The Federal Reserve Bank of Atlanta published an interesting working paper that analyzes data regarding person-to-person (P2P) payments. The analysis is based upon data from the 2015 to 2019 Survey of Consumer Payment Choice (SCPC) and Diary of Consumer Payment Choice (DCPC), which is to say pre-pandemic.
While the industry has been commenting on the enormous growth that P2P apps have recorded in the last few years, this report reminds us that those volumes are still a rather small portion of the overall P2P money exchange that includes a lot of cash and check, underscoring the on-going need to support these payment types and also the growth opportunity still available for digital solutions. Here are a few interesting snippets from the report:
- Despite the availability of electronic options for p2p payments over the past two decades,
paper payment methods continue to dominate for p2p payments. From 2015 to 2019, the vast majority of U.S. consumers used paper methods when conducting p2p transactions. Approximately two-thirds of p2p transactions were settled with cash in 2019.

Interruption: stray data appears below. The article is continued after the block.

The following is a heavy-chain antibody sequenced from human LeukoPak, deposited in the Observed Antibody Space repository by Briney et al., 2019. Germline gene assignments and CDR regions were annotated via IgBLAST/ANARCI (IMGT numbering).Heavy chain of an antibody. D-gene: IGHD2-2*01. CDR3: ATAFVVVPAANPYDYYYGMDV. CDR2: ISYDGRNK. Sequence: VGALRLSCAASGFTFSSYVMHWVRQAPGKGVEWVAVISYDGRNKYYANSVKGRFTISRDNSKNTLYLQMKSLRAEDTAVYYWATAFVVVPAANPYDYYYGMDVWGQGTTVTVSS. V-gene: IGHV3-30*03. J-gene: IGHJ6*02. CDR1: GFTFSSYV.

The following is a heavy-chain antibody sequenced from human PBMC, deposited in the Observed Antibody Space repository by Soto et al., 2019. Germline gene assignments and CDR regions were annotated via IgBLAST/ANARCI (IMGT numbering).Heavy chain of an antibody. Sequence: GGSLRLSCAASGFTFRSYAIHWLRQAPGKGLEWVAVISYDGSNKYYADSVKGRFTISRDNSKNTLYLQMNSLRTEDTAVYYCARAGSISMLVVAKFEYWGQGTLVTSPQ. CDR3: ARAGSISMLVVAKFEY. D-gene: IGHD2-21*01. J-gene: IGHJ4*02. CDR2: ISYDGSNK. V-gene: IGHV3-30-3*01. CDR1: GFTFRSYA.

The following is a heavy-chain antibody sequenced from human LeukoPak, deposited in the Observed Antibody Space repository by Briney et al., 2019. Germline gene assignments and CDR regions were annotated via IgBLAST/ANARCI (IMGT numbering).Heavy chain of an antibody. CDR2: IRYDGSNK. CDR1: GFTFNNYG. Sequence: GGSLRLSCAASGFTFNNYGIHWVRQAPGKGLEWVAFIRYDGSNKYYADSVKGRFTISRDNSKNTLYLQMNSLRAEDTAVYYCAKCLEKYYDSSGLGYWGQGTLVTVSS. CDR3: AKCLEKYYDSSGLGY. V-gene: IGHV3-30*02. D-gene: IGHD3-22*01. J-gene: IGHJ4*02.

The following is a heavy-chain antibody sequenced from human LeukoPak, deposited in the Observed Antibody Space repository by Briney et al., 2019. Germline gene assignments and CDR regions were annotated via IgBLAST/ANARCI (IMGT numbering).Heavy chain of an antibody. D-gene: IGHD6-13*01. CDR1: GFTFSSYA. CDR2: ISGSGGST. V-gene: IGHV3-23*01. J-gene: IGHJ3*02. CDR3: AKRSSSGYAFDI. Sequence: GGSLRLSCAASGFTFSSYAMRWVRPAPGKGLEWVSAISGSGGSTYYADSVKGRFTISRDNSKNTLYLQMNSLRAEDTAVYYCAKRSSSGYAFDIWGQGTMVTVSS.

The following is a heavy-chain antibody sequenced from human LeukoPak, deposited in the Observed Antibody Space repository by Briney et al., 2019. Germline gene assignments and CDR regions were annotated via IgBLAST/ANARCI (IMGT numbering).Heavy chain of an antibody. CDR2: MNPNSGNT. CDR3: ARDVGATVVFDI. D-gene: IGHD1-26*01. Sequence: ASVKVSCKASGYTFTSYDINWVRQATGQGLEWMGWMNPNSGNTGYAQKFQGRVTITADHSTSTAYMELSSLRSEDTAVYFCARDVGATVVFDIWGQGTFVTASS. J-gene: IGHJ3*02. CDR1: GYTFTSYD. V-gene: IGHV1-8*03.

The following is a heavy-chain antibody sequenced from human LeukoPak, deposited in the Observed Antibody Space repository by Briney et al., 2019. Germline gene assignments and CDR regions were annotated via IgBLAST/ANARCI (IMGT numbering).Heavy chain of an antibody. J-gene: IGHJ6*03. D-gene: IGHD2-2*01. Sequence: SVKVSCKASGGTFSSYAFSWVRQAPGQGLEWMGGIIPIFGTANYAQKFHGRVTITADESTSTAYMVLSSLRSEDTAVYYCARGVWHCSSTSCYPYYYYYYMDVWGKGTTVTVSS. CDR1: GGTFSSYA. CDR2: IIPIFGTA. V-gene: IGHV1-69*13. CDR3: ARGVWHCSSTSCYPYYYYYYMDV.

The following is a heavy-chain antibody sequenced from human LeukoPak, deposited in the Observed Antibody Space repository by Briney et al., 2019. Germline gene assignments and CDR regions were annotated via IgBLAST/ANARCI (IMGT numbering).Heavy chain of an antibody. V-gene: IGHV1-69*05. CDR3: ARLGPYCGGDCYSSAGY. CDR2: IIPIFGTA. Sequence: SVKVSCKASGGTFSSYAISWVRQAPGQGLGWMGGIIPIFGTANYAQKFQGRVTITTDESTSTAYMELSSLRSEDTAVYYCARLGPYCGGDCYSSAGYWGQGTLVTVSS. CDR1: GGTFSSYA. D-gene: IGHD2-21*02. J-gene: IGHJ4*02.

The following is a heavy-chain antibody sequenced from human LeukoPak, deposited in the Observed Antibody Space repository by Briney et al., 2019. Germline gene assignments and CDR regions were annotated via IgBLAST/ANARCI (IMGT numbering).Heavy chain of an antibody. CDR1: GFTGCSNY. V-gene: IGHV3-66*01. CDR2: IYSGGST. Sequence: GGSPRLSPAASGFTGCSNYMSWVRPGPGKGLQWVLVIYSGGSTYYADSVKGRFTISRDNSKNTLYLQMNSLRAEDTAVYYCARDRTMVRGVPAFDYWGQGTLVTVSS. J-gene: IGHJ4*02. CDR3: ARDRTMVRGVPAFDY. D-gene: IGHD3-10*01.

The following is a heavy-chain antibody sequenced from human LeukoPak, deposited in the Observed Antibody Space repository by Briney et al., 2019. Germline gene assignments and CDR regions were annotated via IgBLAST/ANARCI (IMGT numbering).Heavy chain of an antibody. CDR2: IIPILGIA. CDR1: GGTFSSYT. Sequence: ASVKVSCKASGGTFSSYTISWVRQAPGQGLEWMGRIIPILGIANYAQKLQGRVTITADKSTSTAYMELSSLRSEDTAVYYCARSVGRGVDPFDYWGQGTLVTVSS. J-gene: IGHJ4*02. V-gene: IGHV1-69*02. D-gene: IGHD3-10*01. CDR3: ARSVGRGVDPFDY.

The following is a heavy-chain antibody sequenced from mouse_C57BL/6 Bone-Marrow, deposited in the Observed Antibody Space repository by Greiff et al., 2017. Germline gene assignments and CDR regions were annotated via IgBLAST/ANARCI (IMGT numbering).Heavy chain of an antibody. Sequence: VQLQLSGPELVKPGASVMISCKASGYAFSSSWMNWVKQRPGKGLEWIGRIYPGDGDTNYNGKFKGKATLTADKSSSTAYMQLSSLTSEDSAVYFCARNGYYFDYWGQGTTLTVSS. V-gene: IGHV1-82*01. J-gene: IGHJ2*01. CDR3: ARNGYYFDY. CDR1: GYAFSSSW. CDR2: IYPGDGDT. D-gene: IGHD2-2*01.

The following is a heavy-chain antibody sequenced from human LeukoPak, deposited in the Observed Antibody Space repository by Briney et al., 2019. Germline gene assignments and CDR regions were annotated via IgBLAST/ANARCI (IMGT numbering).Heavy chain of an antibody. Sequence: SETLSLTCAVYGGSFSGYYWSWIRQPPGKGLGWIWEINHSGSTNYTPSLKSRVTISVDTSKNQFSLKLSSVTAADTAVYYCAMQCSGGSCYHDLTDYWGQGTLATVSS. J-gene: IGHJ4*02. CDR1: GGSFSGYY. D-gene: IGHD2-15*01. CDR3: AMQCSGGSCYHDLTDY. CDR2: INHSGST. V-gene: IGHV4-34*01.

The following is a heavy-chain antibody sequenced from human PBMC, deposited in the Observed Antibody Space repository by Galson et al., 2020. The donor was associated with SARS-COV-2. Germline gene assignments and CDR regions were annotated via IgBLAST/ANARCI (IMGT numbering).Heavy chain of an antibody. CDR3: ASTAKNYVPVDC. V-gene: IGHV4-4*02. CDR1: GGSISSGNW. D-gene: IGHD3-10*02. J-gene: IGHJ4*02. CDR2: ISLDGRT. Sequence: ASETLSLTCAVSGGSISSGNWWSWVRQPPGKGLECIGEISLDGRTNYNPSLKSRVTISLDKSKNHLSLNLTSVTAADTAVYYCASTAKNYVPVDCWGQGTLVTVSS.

- Our empirical analysis uses mixed multinomial logit and machine learning methods to analyze
trends in the p2p market. The mixed logit find that among the three payment methods listed (cash, check, and electronic technologies), the most significant factor is the value of the transaction. We find that a $40 increase in the transaction value from $10 to $50 would, on average, result in a 20 percentage point decrease in the probability of using cash.
- … we find that approximately 93 percent of consumers rank electronic technologies second. Our results are consistent with consumers preferring cash for low-value p2p transactions and substituting towards electronic technologies for high-value transactions. Given the large percentage of consumers who rank electronic technologies second, our results are suggestive that p2p electronic technologies could be at their inflection point.
At the risk of sounding like a complete payments wonk, it would be fascinating to see a similar analysis with updated data from 2020.
Overview by Sarah Grotta, Director, Debit and Alternative Products Advisory Service at Mercator Advisory Group